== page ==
5 Important Money Conversations to have with Your Spouse
Valentines Day is coming up and nothing says love more than healthy finances.
Fighting with your spouse is never ideal, especially with Valentine’s Day right around the corner. Sadly, a 2021 American Institute of CPAs (AICPA) survey found that 73% of cohabiting couples say that financial decisions are a source of tension in their relationship. To help avoid unnecessary money fights and to keep your paramour happy leading up to the most romantic day of the year, keep reading for some money conversations you need to have with your spouse.
What’s our current debt situation and how do we want to handle it?
Not all debt is bad—it’s understandable that most people need to take out a mortgage. But some debt like high-interest credit card debt or private student loans can really start to take their toll on your bank account and marriage. If you have debt that you need to pay down, it’s important to get on the same page as a couple so you can work as a team to pay it off. Sit down and take stock of how much debt you have (even if you accumulated it separately before getting married). Then make a plan for how you’ll work together to pay it off.
What are our savings goals?
Everyone has their own list of financial priorities and as a couple, it’s important to make sure your priorities line up. Each of you can separately write down what your top three savings goals are and rank them from most important to least important. Then swap lists and talk about why you chose the goals you did. Understanding each other’s financial motivations is a key step towards being able to support each other as you work towards those goals. One of you may be more concerned with saving for retirement, while the other may want to focus on building college funds for the kids. Make a plan to work towards all of your savings goals in a way that respects each other’s priorities.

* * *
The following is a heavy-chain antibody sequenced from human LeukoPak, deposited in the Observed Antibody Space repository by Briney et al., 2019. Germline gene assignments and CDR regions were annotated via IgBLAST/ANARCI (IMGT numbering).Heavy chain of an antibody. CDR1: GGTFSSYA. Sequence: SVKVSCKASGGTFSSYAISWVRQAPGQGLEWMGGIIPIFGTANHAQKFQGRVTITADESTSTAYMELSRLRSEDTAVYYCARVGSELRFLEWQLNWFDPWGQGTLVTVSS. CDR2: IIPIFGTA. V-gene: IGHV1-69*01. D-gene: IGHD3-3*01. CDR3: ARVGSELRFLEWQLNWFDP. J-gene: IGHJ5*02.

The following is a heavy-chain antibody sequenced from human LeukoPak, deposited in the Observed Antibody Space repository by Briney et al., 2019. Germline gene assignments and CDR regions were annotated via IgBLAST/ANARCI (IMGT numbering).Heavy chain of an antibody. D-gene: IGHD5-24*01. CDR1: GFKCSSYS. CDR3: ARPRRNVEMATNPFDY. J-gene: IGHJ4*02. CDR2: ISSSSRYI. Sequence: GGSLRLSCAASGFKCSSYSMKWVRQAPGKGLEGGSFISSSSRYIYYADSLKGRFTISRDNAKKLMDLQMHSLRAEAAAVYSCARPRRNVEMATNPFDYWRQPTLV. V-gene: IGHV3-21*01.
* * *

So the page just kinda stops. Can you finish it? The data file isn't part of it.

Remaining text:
How do we want to spend our money?
It’s easy to see how a difference in spending habits can lead to fights, especially if one partner likes to spend and the other likes to save or make extra debt payments. Run through your budget together and determine how much money you have to spend on non-essentials each month. You may want to choose an amount you can’t spend without consulting your spouse first (like any purchase over $500) so that way there aren’t any surprise charges on the credit card statement that can lead to fights.
Are we comfortable lending money to family and friends?
If a day comes that you or your spouse are approached by a friend or family member looking to borrow money, how do you intend to handle it? Are you willing to lend to family, but not friends? Is there a certain lending threshold you won’t surpass? Do you need to decide together privately on a case by case basis? This is a sensitive issue for all parties involved, so make sure you and your spouse are prepared to handle these requests as a united front.
Do you and your spouse need helping getting on the same page financially? Let’s chat about how we can support you through this journey!